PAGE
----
Flashlights scouring the floor, Cooper and Truman come across a tiny scrap of something (first season thematic cohesion, perhaps? No, I guess that was all lost in the fire. Stupid insurance companies) which Cooper picks up and asks, "Douglas Fir, Harry?" Which is cool, because it's totally a shout-out to their first conversation in the pilot. Harry corrects him that he has stumbled upon "Lodge Poll Pine." Cooper shrugs it off in that "when they blow moodily, they all look the damn same at this point" kind of way (oh, sorry, that's actually me doing that), and is happy for the interruption when Hawk enters the room and fills in some more gaps, on the matter of footprints: "Two sets. Same boots, one coming, one leaving. Heavier impressions on the way down." Cooper surmises: "Carrying the body." Creepy. Truman surveys the scene and poses the second most filler question in this episode's short history (a narrow runner-up to the "You've seen this before" query of a few moments back), "Are you sure Windom Earle is behind this?" Let's see. Chess set. Telltale wound. Cooper's turf. An actual, um, personals column entry in the newspaper with the word "Earle" in it accompanied by the chess move allegedly on the said chess set before them. Oh yeah, this thing's got "random attack" written all over it. What do you need, Truman, a nationally printed advertisement? Because it seems to me you even got that. But Cooper feels there's the time to greatly expound, and I have no choice but to believe he's absolutely correct: "A short time ago, a vagrant, our victim, was befriended and offered a lift. He was driven to a location beyond the ridge; his car will still be there." Blah he was stabbed once, blee he tried to get away but collapsed soon after, blarg, "Windom Earle engineered the explosion that caused the power outage. He created the diversionary fire that drew everyone out of the station, and brought the body in through this window." Indicates window. Hello, window. Cooper continues on while the rest of the show's cast members scurry around the Senate floor trying to collect enough votes to override the Presidential veto, because we're back in congressional filibuster mode here, people: "Harry, we're not gonna find any fingerprints in here. No mistakes. No slip-ups. Everything has its own rationale, precision, intelligence. Windom Earle is a genius. And he's taken his first pawn in a very sick game." Thank you, explicit "pawn" reference. That neon arrow was really fueling a migraine onset. The chess table lies forebodingly on the table. Meanwhile, the three remaining members of ABBA sit in their dark, ambiguous corner of Scandinavia, perched atop huge piles of money and watching Episode 21 on a large-screen, gold-plated television, thinking that the only way the dramatic ante of this thematic material could be upped any further is if the whole darn thing were set to synth music and performed live on the never-ostentatious Broadway stage.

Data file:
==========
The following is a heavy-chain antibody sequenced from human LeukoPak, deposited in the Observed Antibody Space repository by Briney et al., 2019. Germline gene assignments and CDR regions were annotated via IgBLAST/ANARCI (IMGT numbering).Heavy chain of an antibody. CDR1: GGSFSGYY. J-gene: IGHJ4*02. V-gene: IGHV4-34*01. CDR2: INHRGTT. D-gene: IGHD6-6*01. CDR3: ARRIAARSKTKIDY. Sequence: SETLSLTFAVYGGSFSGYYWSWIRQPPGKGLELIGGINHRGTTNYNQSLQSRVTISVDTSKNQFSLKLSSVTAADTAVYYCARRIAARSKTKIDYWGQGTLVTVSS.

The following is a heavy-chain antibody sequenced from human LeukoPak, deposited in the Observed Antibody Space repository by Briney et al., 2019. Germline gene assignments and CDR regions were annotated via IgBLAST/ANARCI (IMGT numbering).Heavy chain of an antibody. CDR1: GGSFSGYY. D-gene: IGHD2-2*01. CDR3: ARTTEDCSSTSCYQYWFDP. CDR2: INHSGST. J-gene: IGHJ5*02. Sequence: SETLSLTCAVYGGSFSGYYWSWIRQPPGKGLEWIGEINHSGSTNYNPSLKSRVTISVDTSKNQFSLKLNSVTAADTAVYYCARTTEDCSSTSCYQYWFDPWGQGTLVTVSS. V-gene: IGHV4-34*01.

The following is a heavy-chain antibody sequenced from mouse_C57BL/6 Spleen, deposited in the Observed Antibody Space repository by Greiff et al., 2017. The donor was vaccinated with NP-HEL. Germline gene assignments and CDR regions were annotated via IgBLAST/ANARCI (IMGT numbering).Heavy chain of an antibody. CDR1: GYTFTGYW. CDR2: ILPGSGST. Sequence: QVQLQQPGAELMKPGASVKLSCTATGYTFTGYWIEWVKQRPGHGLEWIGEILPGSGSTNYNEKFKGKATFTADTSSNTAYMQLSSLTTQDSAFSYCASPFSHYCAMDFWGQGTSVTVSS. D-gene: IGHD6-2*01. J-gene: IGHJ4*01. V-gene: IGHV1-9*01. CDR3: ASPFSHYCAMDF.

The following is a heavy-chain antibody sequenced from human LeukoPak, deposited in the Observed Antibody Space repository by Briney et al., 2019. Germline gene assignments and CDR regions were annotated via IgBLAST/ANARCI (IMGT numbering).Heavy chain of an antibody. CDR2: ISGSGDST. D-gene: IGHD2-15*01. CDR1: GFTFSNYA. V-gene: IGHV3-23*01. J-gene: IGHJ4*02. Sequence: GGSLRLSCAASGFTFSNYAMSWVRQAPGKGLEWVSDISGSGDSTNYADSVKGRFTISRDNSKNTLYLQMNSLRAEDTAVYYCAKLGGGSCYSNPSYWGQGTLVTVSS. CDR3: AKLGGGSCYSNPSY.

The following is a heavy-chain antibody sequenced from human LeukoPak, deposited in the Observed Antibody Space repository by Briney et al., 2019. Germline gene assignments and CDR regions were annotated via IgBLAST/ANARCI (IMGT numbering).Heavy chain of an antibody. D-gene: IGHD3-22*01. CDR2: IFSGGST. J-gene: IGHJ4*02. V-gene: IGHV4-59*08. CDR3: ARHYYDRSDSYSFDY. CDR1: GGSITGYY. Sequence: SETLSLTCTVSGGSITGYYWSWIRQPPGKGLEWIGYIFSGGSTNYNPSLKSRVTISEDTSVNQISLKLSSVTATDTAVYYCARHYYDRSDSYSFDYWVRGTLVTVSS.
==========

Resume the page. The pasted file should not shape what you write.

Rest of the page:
Over at the very dark Great Northern, a fire burns and candles illuminate Rustic Northwest Quaintness Conference Room, Part Pi, and we pan over to Audrey "Now With 50% Less Family" Horne sitting in consult with Bobby "So Over Him I'm Airborne" Briggs and, again, preaching to the diverted: "If there's one thing I learned from my father before he flipped his wig, it's that a business relationship is like a sacred pact, equaled only by the closest of personal relationships, where nothing is held back." Bobby offers a noncommittal "right," though it's clear to Audrey that Bobby's attention would be compromised completely if faced with the option of listening to her versus, say, his reflexive wont to follow the path of a shiny object waved in front of his eyes. So she changes tacks, ever so slightly, "Do you wanna get rich, Bobby?" I briefly take it a bit too weirdly personally that Bobby sits up and regards Audrey with a level of intensity he never reached when he looked at me, even back when we were together. And, I thought, pretty happy. Bobby leans in and responds: "Immediately." Realizing that she needs a visual aid to keep his attention but cognizant of the fact that all of the really good, colorful toys are still being used to occupy her brother's attention (and doing a pretty passable job therein, seeing as he hasn't passed through the frame once since, correct me if I'm wrong here, Laura's funeral), Audrey grabs an ice cube out of a nearby glass (though with the amount of pretentiously-directed, mood-setting candles currently burning in that room, I'm frankly a